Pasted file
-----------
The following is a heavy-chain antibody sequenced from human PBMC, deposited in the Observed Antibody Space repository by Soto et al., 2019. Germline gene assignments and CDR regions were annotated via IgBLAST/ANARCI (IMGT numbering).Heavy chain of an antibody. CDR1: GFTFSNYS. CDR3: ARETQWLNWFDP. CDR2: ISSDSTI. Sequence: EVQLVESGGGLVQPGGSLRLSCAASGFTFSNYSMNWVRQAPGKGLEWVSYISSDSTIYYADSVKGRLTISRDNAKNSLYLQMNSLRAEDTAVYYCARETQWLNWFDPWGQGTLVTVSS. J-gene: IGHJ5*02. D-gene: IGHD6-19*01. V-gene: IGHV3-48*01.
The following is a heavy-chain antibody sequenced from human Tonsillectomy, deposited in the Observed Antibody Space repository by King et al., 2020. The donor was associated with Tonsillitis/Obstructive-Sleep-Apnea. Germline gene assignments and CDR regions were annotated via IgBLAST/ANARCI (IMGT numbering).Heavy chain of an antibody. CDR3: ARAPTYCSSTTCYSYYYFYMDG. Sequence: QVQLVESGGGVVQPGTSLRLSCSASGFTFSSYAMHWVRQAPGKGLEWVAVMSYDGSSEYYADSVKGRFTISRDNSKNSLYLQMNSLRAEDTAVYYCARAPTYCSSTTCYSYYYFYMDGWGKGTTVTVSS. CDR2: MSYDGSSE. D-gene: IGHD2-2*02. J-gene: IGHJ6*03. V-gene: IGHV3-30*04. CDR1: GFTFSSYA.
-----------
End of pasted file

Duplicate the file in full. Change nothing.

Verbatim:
The following is a heavy-chain antibody sequenced from human PBMC, deposited in the Observed Antibody Space repository by Soto et al., 2019. Germline gene assignments and CDR regions were annotated via IgBLAST/ANARCI (IMGT numbering).Heavy chain of an antibody. CDR1: GFTFSNYS. CDR3: ARETQWLNWFDP. CDR2: ISSDSTI. Sequence: EVQLVESGGGLVQPGGSLRLSCAASGFTFSNYSMNWVRQAPGKGLEWVSYISSDSTIYYADSVKGRLTISRDNAKNSLYLQMNSLRAEDTAVYYCARETQWLNWFDPWGQGTLVTVSS. J-gene: IGHJ5*02. D-gene: IGHD6-19*01. V-gene: IGHV3-48*01.
The following is a heavy-chain antibody sequenced from human Tonsillectomy, deposited in the Observed Antibody Space repository by King et al., 2020. The donor was associated with Tonsillitis/Obstructive-Sleep-Apnea. Germline gene assignments and CDR regions were annotated via IgBLAST/ANARCI (IMGT numbering).Heavy chain of an antibody. CDR3: ARAPTYCSSTTCYSYYYFYMDG. Sequence: QVQLVESGGGVVQPGTSLRLSCSASGFTFSSYAMHWVRQAPGKGLEWVAVMSYDGSSEYYADSVKGRFTISRDNSKNSLYLQMNSLRAEDTAVYYCARAPTYCSSTTCYSYYYFYMDGWGKGTTVTVSS. CDR2: MSYDGSSE. D-gene: IGHD2-2*02. J-gene: IGHJ6*03. V-gene: IGHV3-30*04. CDR1: GFTFSSYA.